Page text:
[Top][All Lists]

[Date Prev][Date Next][Thread Prev][Thread Next][Date Index][Thread Index]

Re: initialisation bash variables

From: Stephane CHAZELAS
Subject: Re: initialisation bash variables
Date: Wed, 28 Mar 2012 18:26:00 -0000
User-agent: slrn/pre1.0.0-18 (Linux)

2011-08-18, 04:10(+02), Patrick:
> On 17.08.2011 20:53, Stephane CHAZELAS wrote:
>> 2011-08-17, 08:32(+02), Francky Leyn:
>>> On 8/16/2011 10:53 PM, Stephane CHAZELAS wrote:
>>> 2) If VAR coincides with an environment variable, and in the
>>>      script I change it value, is this then propagated to outside
>>>      the script? Is the environment variable affected?
>> The environment is a list of strings (by convention of the format
>> [...]
>> In no circumstance are variable definitions in one process going
>> to affect the environment of other processes (an exception to
>> that is the "fish" shell)
> Could it be that the two of you are not talking about the same thing?
> Just for clarity: environment variables (henceforth "the environment") 
> of a process are (is) inherited by its children.

Everything is inherited by children, however upon executing a
command using the execve(2) system call, all the memory is
of a process is reinitialised. What the new command gets passed
along the execve(2) system call (as arguments) is a list of
arguments (argv) and a list of environment variables (envp).

And as I said, by convention (and helped in that way by C
library function wrappers around the execve(2) system call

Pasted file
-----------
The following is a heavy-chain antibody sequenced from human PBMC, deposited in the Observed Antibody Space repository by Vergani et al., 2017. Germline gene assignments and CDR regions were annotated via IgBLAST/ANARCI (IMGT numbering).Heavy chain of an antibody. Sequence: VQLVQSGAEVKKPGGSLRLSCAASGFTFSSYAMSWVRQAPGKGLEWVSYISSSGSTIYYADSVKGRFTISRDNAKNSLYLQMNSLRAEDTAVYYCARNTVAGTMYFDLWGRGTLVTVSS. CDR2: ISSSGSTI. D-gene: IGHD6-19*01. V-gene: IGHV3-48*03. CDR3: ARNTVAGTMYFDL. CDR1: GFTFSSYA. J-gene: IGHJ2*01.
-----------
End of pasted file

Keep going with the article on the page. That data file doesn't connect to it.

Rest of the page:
(execv, execl, system...) that take care of propagating the
environment) that envp is built by the application from the envp
it received when it was executed (in that process or its

So yes, generally, environment generally is inherited by
commands executed in children processes but also by the current

> Therefore, what *does* happen, is that if Stephane, as in 2), changes 
> VAR in script, the change gets propagated to the scripts *child* processes.

I think it brings confusion to speak of processes here.
Everything is propagated upon a fork() (the system call that
creates a child process), a fork creates an exact same copy of
the current process. The environment is something that concerns
command execution.

As a side note though, that behavior didn't occur in the Bourne
shell. In the bourne shell, you had to explicitely export a
variable (even if the shell received itself in its environment),
for it to be exported to the commands executed by the shell.

$ VAR=foo sh -c 'VAR=bar; env' | grep VAR
$ VAR=foo sh -c 'VAR=bar; export VAR; env' | grep VAR

> But what does of course not happen, is that the change would get 
> propagated to the *parent* process.

Or any other process.

environment changes are propagated to children just like the
rest of the memory and generally to commands executed by the
current process or any of those children

> (What is the "fish" shell ???)

The friendly interactive shell.


And see http://fishshell.com/user_doc/index.html#variables for
the documentation on the scope of its variables.


reply via email to

[Prev in Thread] Current Thread [Next in Thread]